Whoever wins this one will likely finish second in the league and host a play-in game on Nov. 1
Feeble fans beware, this Seagulls team is downright thrilling. Seaside football coach Jeff Roberts put it perfectly in a post on his blog following the Gulls 30-29 win over Astoria.
If you are faint of heart, he said, the last two weeks may have been more than you can handle.
With just three minutes and change left, Seaside (6-1, 2-1 Cowapa) was trailing Astoria (2-5, 1-2 Cowapa) by six points and sat with 65 yards between them and the end zone. The Seagulls took the ball the length of the field just before the final whistle, and senior tight end Nick Richardson caught a pass to score the game-tying touchdown.
A week prior, Seaside had league-leading Banks hamstrung. After fighting back from a 14-point deficit, the Seagulls had just one desperate chance to win the game and avoid overtime. Banks Santa Maria had other plans, picking off a pass and returning it 40 yards for a touchdown to give the Braves a 20-14 victory.
What a couple of weeks. If anything, it proves the Seagulls know what theyre doing in a tight game. Whats more, they arent afraid to break out of their shell when the situation demands it. Primarily a running team, it was two huge passing plays that made the difference on the final drive, including the play that tied the game.
That said, Seaside knows how to run the ball. Their three team captains actually dont include junior quarterback Kevin LaCoste, and while the passing attack is there should the team need it, the air game is used largely on a situational basis.
Much of the reason for Seasides success on the ground has to go to the unbelievable size of their offensive line. The Seagulls have three seniors that stand well over six feet tall and weigh in at more than 300 pounds each. Offensive tackle Donald Zwahlen at 6-foot-3 and 305 pounds is the smallest of the monstrous trio, with offensive tackle Trenton Shaw measuring at 6-foot-3 and 310 pounds.
The teams behemoth, and likely one of the biggest linemen in Class 4A, is senior Shawn Cobb. At 6-foot-5 and 328 pounds, he weighs almost twice as much as Scappoose senior running back Carson Davison. By contrast, the biggest player the Indians boast is 6-foot-8, 285 pound senior lineman Dalton Welter.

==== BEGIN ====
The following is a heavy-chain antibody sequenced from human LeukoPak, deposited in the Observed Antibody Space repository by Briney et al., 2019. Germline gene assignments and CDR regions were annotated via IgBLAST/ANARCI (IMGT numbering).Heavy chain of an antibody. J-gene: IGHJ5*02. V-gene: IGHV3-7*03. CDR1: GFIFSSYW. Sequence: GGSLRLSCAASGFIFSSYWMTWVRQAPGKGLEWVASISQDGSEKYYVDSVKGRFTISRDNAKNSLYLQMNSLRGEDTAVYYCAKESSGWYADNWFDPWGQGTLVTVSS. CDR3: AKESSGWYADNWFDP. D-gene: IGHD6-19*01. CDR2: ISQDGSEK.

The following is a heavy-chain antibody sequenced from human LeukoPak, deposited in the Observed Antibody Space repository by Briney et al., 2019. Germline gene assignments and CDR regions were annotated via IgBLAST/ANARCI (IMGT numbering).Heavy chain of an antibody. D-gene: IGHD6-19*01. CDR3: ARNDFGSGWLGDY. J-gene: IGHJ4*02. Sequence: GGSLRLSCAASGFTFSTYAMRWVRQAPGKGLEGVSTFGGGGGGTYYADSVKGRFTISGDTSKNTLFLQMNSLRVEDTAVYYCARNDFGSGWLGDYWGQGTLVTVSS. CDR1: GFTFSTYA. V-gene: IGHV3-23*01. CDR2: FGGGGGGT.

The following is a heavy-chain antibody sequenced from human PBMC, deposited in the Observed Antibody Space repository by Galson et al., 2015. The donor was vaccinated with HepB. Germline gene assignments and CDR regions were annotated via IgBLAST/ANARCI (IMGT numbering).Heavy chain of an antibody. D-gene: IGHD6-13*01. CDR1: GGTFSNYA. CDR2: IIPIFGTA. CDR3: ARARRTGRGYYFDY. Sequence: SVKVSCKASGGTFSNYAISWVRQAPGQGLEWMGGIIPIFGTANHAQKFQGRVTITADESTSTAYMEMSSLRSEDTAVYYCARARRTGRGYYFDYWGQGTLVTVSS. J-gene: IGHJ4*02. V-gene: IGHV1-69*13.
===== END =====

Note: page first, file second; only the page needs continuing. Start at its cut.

The disparity between the two lines gives Seaside a distinct edge in the inside running game, as the offensive line is able to simply push the defense out of the way and open up gaps. The Gulls take full advantage of their superior size, making up huge portions of their offense by running between the tackles.
Defensively, they are a nightmare for passing teams like Scappoose. If the defensive lineman youre blocking outweighs you by over 100 pounds, hell be difficult to keep out of the backfield and off the shoulders of quarterback Taylor Loss.
What the Indians need to do
This isnt their first game facing big linemen. In the season opener at Roosevelt, the game plan was to utilize the outside run game to get the heavier linemen moving side to side. As the game wears on, those linemen will either sit and catch their breath or simply run out of energy. The Indians have speed, and if they can get to the edge and utilize the option, they have a chance to open things up in the latter stages of the game.
One of the most impressive things about Seaside is that they can never be counted out of a game, no matter what the score. The Gulls came back from 14 points down to tie Banks, and got a long field goal in the game against Astoria to cut the lead to six points, setting up their final touchdown drive. No lead is too big, and if the lead is small, they have a solid chance. The Indians havent been beaten this season when getting the first touchdown, so scoring early and playing with a lead gives them their best chance.
Taylor Loss hasnt thrown many interceptions this season, and now isnt the time to get started. For that matter, turnovers in general could be deadly in a game this tight. With such an imposing defense, the threat of a sack will be a constant thought through Loss mind, and worry can force mistakes. A sack is better than a pick, but being smart and getting rid of the ball safely is the best option.